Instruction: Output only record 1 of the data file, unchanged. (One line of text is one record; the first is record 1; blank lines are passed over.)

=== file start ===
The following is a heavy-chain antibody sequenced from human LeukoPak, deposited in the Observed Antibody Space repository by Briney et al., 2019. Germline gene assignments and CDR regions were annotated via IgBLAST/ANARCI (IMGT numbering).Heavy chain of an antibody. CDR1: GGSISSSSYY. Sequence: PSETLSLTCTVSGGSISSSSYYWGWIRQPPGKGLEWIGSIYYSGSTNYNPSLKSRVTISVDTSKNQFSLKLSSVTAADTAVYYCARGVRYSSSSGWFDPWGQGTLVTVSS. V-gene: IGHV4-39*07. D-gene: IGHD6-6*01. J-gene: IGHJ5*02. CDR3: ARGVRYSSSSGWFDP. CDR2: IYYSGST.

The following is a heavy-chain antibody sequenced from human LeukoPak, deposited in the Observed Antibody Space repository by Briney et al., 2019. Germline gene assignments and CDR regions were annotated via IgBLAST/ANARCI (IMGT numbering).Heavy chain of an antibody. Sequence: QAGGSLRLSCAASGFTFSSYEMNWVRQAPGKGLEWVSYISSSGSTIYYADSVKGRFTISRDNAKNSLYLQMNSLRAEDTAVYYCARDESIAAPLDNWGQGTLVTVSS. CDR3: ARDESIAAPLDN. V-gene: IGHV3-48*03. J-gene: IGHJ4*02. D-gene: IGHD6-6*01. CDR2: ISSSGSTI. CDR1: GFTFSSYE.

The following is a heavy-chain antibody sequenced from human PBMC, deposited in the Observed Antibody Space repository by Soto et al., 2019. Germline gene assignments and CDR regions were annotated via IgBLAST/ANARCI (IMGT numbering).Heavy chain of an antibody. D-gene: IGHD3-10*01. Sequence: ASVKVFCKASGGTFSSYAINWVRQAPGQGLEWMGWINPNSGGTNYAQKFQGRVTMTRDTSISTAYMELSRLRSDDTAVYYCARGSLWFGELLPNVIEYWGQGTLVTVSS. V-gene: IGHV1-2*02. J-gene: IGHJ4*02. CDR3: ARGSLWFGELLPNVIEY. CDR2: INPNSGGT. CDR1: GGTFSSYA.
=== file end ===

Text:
The following is a heavy-chain antibody sequenced from human LeukoPak, deposited in the Observed Antibody Space repository by Briney et al., 2019. Germline gene assignments and CDR regions were annotated via IgBLAST/ANARCI (IMGT numbering).Heavy chain of an antibody. CDR1: GGSISSSSYY. Sequence: PSETLSLTCTVSGGSISSSSYYWGWIRQPPGKGLEWIGSIYYSGSTNYNPSLKSRVTISVDTSKNQFSLKLSSVTAADTAVYYCARGVRYSSSSGWFDPWGQGTLVTVSS. V-gene: IGHV4-39*07. D-gene: IGHD6-6*01. J-gene: IGHJ5*02. CDR3: ARGVRYSSSSGWFDP. CDR2: IYYSGST.